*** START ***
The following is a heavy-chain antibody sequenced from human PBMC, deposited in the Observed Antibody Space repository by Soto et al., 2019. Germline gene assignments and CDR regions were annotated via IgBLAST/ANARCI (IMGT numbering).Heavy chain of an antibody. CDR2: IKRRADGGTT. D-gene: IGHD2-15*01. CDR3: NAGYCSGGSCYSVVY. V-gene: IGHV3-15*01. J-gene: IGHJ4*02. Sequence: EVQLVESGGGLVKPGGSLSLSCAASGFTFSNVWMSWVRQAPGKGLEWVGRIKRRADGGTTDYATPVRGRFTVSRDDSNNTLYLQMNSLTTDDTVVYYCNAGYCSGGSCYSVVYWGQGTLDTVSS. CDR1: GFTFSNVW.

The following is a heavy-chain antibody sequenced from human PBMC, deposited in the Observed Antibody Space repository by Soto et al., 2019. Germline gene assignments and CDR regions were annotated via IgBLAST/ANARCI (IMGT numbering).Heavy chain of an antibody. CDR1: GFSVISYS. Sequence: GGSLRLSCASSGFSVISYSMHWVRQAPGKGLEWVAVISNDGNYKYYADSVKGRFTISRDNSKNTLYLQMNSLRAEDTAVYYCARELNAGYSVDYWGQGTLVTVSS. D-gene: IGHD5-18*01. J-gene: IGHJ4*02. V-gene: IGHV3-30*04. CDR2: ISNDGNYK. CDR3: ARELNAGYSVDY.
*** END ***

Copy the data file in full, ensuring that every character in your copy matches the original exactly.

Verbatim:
The following is a heavy-chain antibody sequenced from human PBMC, deposited in the Observed Antibody Space repository by Soto et al., 2019. Germline gene assignments and CDR regions were annotated via IgBLAST/ANARCI (IMGT numbering).Heavy chain of an antibody. CDR2: IKRRADGGTT. D-gene: IGHD2-15*01. CDR3: NAGYCSGGSCYSVVY. V-gene: IGHV3-15*01. J-gene: IGHJ4*02. Sequence: EVQLVESGGGLVKPGGSLSLSCAASGFTFSNVWMSWVRQAPGKGLEWVGRIKRRADGGTTDYATPVRGRFTVSRDDSNNTLYLQMNSLTTDDTVVYYCNAGYCSGGSCYSVVYWGQGTLDTVSS. CDR1: GFTFSNVW.

The following is a heavy-chain antibody sequenced from human PBMC, deposited in the Observed Antibody Space repository by Soto et al., 2019. Germline gene assignments and CDR regions were annotated via IgBLAST/ANARCI (IMGT numbering).Heavy chain of an antibody. CDR1: GFSVISYS. Sequence: GGSLRLSCASSGFSVISYSMHWVRQAPGKGLEWVAVISNDGNYKYYADSVKGRFTISRDNSKNTLYLQMNSLRAEDTAVYYCARELNAGYSVDYWGQGTLVTVSS. D-gene: IGHD5-18*01. J-gene: IGHJ4*02. V-gene: IGHV3-30*04. CDR2: ISNDGNYK. CDR3: ARELNAGYSVDY.